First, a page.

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The Joy of Testing

hugh_jeremy profile image Hugh Jeremy ・1 min read

Unit testing is great because it helps us make better software. A good test suite will catch bugs, maintain stability, measure performance, and more.

Yet to be honest, those aren’t the reasons I like testing so much. I like writing tests because it just feels great to run them. Sometimes I catch myself watching the Amatino API test suite running, not because I need test changes, but because I simply want to watch it run.

At upper left, we have the HTTP returns for the public-facing API. At lower left, the internal API. At right, the list of successful tests marching downwards.

It is the closest I can be to watching the machine think. All the thousands of lines of code, the weeks of agonising over tough problems, the frustrations of insidious bugs, the joys of successful output. All distilled into a real-time ballet of virtual machines, database queries, http requests, and code execution that I can see with my own eyes.

Write tests. Not because the bloggerverse told you to, but because it just feels good.

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Hugh Jeremy

@hugh_jeremy

Making farm robots (https://thornleighfarm.com) & accounting APIs (https://amatino.io).

Discussion

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Thanks! Since I don't write any tests, I'll watch this fullscreen before every commit and feel peaceful.

Btw, any good resources or strategies for testing in game development, particularly Unity 3D? I find it very difficult or awkward to adapt common testing ways to gaming.

And how do you handle testing when budgets and time is critical, that is the most of the case when working for startups.

 

On Subnautica, which runs on a heavily modified version of Unity, we've found automated testing to be utterly crucial. Agree it's really hard. I think the proliferation of state across game objects makes it harder. On non-game projects I find eliminating all object state significantly simplifies building a test suite. Until we got a good handle on robust automated testing we were facing really horrific stability issues. I'd recommend asking Jonas (@CodeLumpn) for tips - He might have given a talk or written down his thoughts in a blog post somewhere.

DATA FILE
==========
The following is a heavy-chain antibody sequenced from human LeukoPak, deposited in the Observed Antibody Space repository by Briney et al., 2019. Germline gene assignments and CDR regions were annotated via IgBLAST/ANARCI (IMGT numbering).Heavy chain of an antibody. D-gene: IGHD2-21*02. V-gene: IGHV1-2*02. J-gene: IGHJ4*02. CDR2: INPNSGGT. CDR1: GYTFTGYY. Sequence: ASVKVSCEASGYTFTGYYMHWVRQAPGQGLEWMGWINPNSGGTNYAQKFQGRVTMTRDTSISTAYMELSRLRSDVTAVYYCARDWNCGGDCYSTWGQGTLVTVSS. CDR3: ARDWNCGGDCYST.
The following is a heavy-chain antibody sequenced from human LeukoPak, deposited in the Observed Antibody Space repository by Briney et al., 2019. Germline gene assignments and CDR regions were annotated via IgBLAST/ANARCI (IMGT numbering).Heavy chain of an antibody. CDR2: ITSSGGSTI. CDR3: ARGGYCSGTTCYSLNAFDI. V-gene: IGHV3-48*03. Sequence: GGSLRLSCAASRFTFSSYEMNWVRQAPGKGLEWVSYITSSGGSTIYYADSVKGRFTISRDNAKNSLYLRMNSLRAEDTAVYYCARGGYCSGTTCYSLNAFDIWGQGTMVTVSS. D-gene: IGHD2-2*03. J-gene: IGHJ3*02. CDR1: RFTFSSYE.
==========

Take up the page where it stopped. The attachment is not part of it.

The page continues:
Oh I wasn't expecting the author to be a game developer. What a nice coincidence. Thanks for the advice:)

The game looks impressive! Maintaining it on so many platforms looks unimaginable without a good test approach.

I'll think about achieving a design that is defined by stateful and stateless objects. I just know a little but it looks like Flutter benefits a lot by having that separation in the language design right from the beginning.

Thanks for the reference. I'll reach out.

 

Must admit, that looks satisfying af

 

Thank you I'm not alone ! I also like running my tests just for the pleasure to see that everything works fine :-)

 

Looks cool, what do you use as your test suite/runner?

 

It's a bespoke solution built alongside the Amatino API... Nothing too flash but it gets the job done! At a very basic level it' just a sequence of objects that build on a simple base class:

class Test:
   did_pass: bool
   name: str

   def pass() -> None

   def fail() -> None

   def execute() -> None

   def report() -> str